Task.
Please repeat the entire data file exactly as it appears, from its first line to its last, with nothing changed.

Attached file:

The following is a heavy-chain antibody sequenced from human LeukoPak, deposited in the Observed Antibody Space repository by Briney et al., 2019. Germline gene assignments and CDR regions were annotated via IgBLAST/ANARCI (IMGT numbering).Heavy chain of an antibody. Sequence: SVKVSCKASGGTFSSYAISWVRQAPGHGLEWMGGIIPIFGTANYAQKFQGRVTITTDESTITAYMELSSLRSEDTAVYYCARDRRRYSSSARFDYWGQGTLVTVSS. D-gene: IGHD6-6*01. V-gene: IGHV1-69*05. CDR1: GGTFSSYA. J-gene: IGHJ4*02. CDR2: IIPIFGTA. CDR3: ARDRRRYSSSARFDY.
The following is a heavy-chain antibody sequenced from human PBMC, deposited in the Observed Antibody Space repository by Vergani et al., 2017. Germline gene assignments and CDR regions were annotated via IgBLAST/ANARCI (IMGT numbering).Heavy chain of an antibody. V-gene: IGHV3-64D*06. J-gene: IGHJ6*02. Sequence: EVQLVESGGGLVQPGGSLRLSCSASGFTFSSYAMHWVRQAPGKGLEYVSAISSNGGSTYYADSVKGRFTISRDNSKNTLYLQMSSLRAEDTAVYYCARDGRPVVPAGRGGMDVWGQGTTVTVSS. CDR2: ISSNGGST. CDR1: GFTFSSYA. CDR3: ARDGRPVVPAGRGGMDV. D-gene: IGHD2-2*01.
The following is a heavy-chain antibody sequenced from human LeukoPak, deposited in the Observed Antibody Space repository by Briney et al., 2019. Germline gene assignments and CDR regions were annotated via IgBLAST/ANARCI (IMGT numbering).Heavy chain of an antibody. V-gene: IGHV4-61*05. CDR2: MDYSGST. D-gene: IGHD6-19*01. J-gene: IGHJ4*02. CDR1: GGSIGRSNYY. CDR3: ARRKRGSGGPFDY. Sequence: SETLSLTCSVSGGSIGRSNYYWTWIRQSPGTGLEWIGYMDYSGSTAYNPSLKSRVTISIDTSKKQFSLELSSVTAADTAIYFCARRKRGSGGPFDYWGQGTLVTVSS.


The following is a heavy-chain antibody sequenced from human LeukoPak, deposited in the Observed Antibody Space repository by Briney et al., 2019. Germline gene assignments and CDR regions were annotated via IgBLAST/ANARCI (IMGT numbering).Heavy chain of an antibody. Sequence: SVKVSCKASGGTFSSYAISWVRQAPGHGLEWMGGIIPIFGTANYAQKFQGRVTITTDESTITAYMELSSLRSEDTAVYYCARDRRRYSSSARFDYWGQGTLVTVSS. D-gene: IGHD6-6*01. V-gene: IGHV1-69*05. CDR1: GGTFSSYA. J-gene: IGHJ4*02. CDR2: IIPIFGTA. CDR3: ARDRRRYSSSARFDY.
The following is a heavy-chain antibody sequenced from human PBMC, deposited in the Observed Antibody Space repository by Vergani et al., 2017. Germline gene assignments and CDR regions were annotated via IgBLAST/ANARCI (IMGT numbering).Heavy chain of an antibody. V-gene: IGHV3-64D*06. J-gene: IGHJ6*02. Sequence: EVQLVESGGGLVQPGGSLRLSCSASGFTFSSYAMHWVRQAPGKGLEYVSAISSNGGSTYYADSVKGRFTISRDNSKNTLYLQMSSLRAEDTAVYYCARDGRPVVPAGRGGMDVWGQGTTVTVSS. CDR2: ISSNGGST. CDR1: GFTFSSYA. CDR3: ARDGRPVVPAGRGGMDV. D-gene: IGHD2-2*01.
The following is a heavy-chain antibody sequenced from human LeukoPak, deposited in the Observed Antibody Space repository by Briney et al., 2019. Germline gene assignments and CDR regions were annotated via IgBLAST/ANARCI (IMGT numbering).Heavy chain of an antibody. V-gene: IGHV4-61*05. CDR2: MDYSGST. D-gene: IGHD6-19*01. J-gene: IGHJ4*02. CDR1: GGSIGRSNYY. CDR3: ARRKRGSGGPFDY. Sequence: SETLSLTCSVSGGSIGRSNYYWTWIRQSPGTGLEWIGYMDYSGSTAYNPSLKSRVTISIDTSKKQFSLELSSVTAADTAIYFCARRKRGSGGPFDYWGQGTLVTVSS.